Last spring we moved to a new neighborhood, and I love it. The neighbors are quiet, and every morning I spend a few minutes with them during my daily walk.
We live next to a cemetery.
I know, a lot of folks don’t like cemeteries — they have visions of Halloweens past, I suppose — but the reality of a cemetery is really quite wonderful.
To anyone who has an interest in local history — like me — a cemetery is a primary resource.
It’s an open book of the people and the families who built this area. Many of the names are readily identifiable, because the families still live in the area.
But it’s more than that. Each day, it seems, someone — a friend or family member — leaves a remembrance at a grave.
A tiny, plastic windmill spins happily in the breeze, a model airplane prepares for takeoff. On a beautiful summer day, the cemetery is alive with such tributes.
They tell stories, too. Like the stuffed gorilla that was left at the grave of a young boy. I can just see him enjoying it, maybe not physically, but in another very real way.
Flowers are left at the grave of a mother. What mother wouldn’t like that?
Occasionally, I run into folks who are visiting the cemetery.
Often they come in twos, a bouquet or balloons in hand. And memories in their hearts.
I know, you’re thinking that I’ve finally blown a gasket. Who on earth could say such things about a graveyard? That’s a good question.
Though the worldly remains are there, the fact that each one of these people lived and loved and built a community cannot be forgotten. In that respect, we should pay tribute to each one.
The only time I feel bad is when I see a tiny grave. A baby, a little boy or girl, laid to rest at such as early age breaks my heart. All I can think is that they didn’t have a chance to breathe the deepness of life that an old guy like me has. And I really wish they could. I wish they could grow up strong and bright as a penny, fall in love and raise a family. Nothing — nothing — can beat that. It is a blessing beyond words.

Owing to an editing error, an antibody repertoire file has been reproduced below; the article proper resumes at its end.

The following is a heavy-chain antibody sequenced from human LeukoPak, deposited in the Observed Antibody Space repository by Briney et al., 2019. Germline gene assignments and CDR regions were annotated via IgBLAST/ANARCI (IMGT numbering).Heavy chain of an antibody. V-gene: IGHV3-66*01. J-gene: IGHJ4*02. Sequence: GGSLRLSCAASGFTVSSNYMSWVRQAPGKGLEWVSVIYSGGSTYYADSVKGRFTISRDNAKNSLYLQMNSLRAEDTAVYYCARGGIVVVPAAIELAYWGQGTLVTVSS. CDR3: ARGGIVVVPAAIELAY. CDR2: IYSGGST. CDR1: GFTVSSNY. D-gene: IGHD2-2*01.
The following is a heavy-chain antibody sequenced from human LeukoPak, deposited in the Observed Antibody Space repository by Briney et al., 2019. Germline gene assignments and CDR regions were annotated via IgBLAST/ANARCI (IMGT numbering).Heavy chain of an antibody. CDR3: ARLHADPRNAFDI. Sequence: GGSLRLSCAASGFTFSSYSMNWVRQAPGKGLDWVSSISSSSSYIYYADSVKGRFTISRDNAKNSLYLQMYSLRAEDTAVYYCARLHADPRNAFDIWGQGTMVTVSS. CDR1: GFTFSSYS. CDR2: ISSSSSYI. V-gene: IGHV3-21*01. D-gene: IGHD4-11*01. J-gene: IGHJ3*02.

You could have all the money in the world, but without that you would still be a pauper.
The other day I walked past the cemetery. A solitary figure kneeled next to a new grave. He was there a long time, remembering all that was good and right about their relationship.
I wanted to tell him that it was OK. This really was not the end, because she will live forever in his heart and in the hearts of their children.
On the Fourth of July, we went to the cemetery to watch the fireworks. Because of its perch on a hill, it’s the perfect spot to the see the flashing lights streak across the sky.
As I stood there watching, I could almost hear a voice saying, “Thanks for the show.”
“No, thank you for all that you have done,” I thought, but did not say.